1. Stewardship of client assets.
In his opening remarks, Warren Buffett said something that rang true for me as well. He estimated that Berkshire has about 3.5 million shareholders. Warren talked about how the idea of losing permanently other people’s money – people who trust us – is something we don’t want to consider. He said how he would die psychologically if that happened. While we can’t predict anything with certainty, he and Charlie wake up every morning knowing they want to be safe and be a good partner to you and your money.
This comment rings true for me as well. This point is communicated on Apprise’s website which says the following: ” At Apprise, we believe it is an honor to work with clients and help them plan for and manage their financial future. We believe in stewardship of wealth and fully embrace our duty to always put our clients’ interests ahead of our own.” I don’t like seeing client account balances fall no matter what the market conditions are. Of course, temporary declines are much different than permanent ones.
But this is a long game rather than a short one. The focus needs to remain on the long term. Falling markets provide the opportunity to purchase assets at cheaper prices. Those who regularly add money to the market get to buy more shares at a cheaper price. This allows for greater gains if/when the market recovers. Even if you have reached retirement – or are close to retiring – you have many more years of investing left. A falling market can be scary to such investors but overreacting to market downturns can cause permanent destruction of your capital.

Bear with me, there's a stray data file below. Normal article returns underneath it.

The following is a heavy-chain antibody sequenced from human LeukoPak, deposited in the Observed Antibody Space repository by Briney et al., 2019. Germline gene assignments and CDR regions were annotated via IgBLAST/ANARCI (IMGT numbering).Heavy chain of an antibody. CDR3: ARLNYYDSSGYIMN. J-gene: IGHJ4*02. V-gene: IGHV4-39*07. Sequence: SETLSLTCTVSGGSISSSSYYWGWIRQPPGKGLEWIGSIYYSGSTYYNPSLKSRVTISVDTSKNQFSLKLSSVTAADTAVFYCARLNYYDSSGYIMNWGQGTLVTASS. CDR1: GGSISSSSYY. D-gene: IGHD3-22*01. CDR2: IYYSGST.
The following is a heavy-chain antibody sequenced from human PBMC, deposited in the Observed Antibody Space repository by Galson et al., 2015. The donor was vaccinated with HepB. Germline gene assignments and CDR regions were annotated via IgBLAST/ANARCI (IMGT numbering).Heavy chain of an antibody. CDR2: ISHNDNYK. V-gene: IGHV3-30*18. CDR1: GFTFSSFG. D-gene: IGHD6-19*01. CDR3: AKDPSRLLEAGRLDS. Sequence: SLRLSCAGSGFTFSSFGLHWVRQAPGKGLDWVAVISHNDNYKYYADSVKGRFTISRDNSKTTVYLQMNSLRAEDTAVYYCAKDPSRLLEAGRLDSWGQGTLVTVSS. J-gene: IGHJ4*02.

2. Market timing.
Warren said he never has had any idea what the market will do on a given day. Berkshire doesn’t buy or sell based on what the market or economy will do. In 2008, they spent $15-$16B at a really dumb time. If he’d had any sense of timing, he’d have waited another six months. Totally missed March 2020. They are not good at timing. But they are reasonably good at knowing what things are worth. They haven’t figured out any deep insights into the economy either.
3. What to do in the current inflationary environment.
This person asking this question was fishing for a stock idea. Not surprisingly, Buffett and Munger do not provide stock ideas. While I didn’t anticipate the answer he gave, I thought Warren’s answer provided some good suggestions, especially for those of us who have kids. The best you can do is be exceptionally good at something. The best investment is anything that develops yourself. It often has something to do with education. Figure out what you’d like to be. Find somebody who does it well and determine what makes them good. Stumble into what you really like doing. Decide what you’re good at. Develop skills people are willing to pay for. Decide what will benefit society. Then do it. After that, the rest of it doesn’t matter. They can’t take it away from you.
4. On fostering a long-term ownership structure like Berkshire’s.
Warren: The ideal shareholder group is the one they have now. They don’t want anybody different than they have now. They do not need to woo new shareholders. He would ask any company making shareholder presentations, which of the existing shareholders are you trying to get rid of? If you start lying, you’ve got a big problem. If you have a culture of lying, processes don’t matter.
Charlie: Berkshire’s culture will last a long time. The rest of corporate America is quite different. It’s getting more different each decade.
Warren: If you set the wrong precedent at the top, you’ve got a real problem. It will only deteriorate.
5. Comments on market volatility and speculative behavior.
Buffett and Munger criticized what they view as "gambling" in the stock market. Warren discussed how short-term price swings in the market present buying opportunities for Berkshire. He said, "Sometimes markets do crazy things. That's good for Berkshire not because we're smart…but because we're sane." If you want evidence of this, look at the 52-week high and 52-week low for almost any stock. To me, it's hard to imagine that the value of any company changes as much over 52 weeks as that range would indicate.
(As an aside, I have held shares of Berkshire since 1998. The “B” shares I hold were first traded in 1996.)